For more than a decade, Jasika Nicole has been a prolific presence on television, with acclaimed performances on “Fringe” and “The Good Doctor,” among other hit shows. Still, it took the revival of a classic 1980s franchise to deliver what could be her most personal role to date.
The actor appears opposite Soleil Moon Frye and Cherie Johnson in Peabody’s “Punky Brewster,” which debuted last month. Like “Fuller House” and the “Saved by the Bell” revival, the new “Punky Brewster” is fan service for audiences who grew up with the original, which aired from 1984 to 1988. But with the once-child stars now playing adult versions of their characters, the show’s creators have incorporated modern themes alongside the nostalgia.
Halfway through the 10-episode season, audiences subtly learn that Cherie (Johnson) is queer and in a relationship with a biracial lawyer, Lauren (Nicole). And without giving away spoilers, Lauren seems likely to be granted more screen time in Season 2.
“I’m always excited to go in for queer roles,” said the 40-year-old Alabama native, who is also an illustrator and sculptor. “Historically, though, they’ve tended to go to straight actors. It’s like they want to have a queer storyline represented, but they don’t want to go too far and make it ‘too gay’ or something like that. So I wanted to make this very, very gay. I’m so happy ‘Punky Brewster’ is as gay as it is right now.”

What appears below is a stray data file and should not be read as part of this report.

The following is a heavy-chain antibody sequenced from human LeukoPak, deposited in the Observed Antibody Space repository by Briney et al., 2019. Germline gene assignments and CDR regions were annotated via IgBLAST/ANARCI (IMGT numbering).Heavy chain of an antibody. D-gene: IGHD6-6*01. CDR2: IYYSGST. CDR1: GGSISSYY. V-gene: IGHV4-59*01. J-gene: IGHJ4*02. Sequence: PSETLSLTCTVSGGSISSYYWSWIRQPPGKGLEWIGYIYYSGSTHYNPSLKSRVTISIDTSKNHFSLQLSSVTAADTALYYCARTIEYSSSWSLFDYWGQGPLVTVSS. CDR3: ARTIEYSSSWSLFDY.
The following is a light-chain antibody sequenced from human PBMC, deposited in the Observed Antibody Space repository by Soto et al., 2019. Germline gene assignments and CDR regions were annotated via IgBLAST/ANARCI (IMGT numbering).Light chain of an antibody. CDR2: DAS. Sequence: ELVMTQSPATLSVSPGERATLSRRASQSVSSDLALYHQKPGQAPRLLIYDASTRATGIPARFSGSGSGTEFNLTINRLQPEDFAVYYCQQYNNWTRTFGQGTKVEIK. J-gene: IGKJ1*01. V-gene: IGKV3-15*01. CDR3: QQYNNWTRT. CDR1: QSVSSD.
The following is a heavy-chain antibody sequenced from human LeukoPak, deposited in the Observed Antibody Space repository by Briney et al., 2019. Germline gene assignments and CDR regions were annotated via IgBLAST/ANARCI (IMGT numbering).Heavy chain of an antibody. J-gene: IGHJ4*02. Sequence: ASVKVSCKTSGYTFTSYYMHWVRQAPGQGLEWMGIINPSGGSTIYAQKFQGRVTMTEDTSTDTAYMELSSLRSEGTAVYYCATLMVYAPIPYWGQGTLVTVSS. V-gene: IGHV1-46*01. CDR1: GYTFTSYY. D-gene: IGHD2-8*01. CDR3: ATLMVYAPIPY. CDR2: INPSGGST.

In an interview with HuffPost, Nicole spoke about her connection to the “Punky” universe and its emphasis on unconventional families and why she sees playing her first queer role as both a responsibility and a professional milestone.
What was your relationship with “Punky Brewster” like before you joined the revival?
I grew up a biracial kid in Birmingham, Alabama, so I stood out just walking down the street and I hated it. So in order not to stand out, I was very by the book and really into rules and restrictions ― I was a real Cherie, a real rule follower.
But at the same time, I admired Punky. There was a part of me that felt like it was a privilege to be able to be Punky, to be able to go out and be your own person and not care what other people thought about you. So now that I’m an adult, I realize I can be a Punky now. Of course I’m also a Lauren. (laughs) I’m my own character in the “Punky”-verse, which is such a thrill to be able to say.
Both the original series and the revival speak to the power of chosen families. How did that message speak to you as a queer woman?
Within the LGBTQ community, chosen family is a huge theme in the way we live our lives, the way we create the group of people we surround ourselves with. The original “Punky” showed that families could be whoever makes you feel supported, wherever you find the love. Now that we’ve come back to the show a few decades later, we’ve incorporated queer people.
Also, Punky and her ex-husband, Travis [played by Freddie Prinze Jr.], are no longer together, but they’re still friends and are co-parenting. That’s a huge way that families exist today ― parents might not live in the same house as their children. So that’s just another way we’ve expanded the idea of what a chosen family can look like. I’m hoping audiences will see this and see themselves in it, whether they identify as queer, whether they’re married or they’ve gotten divorced. There’s no one way that a family looks anymore.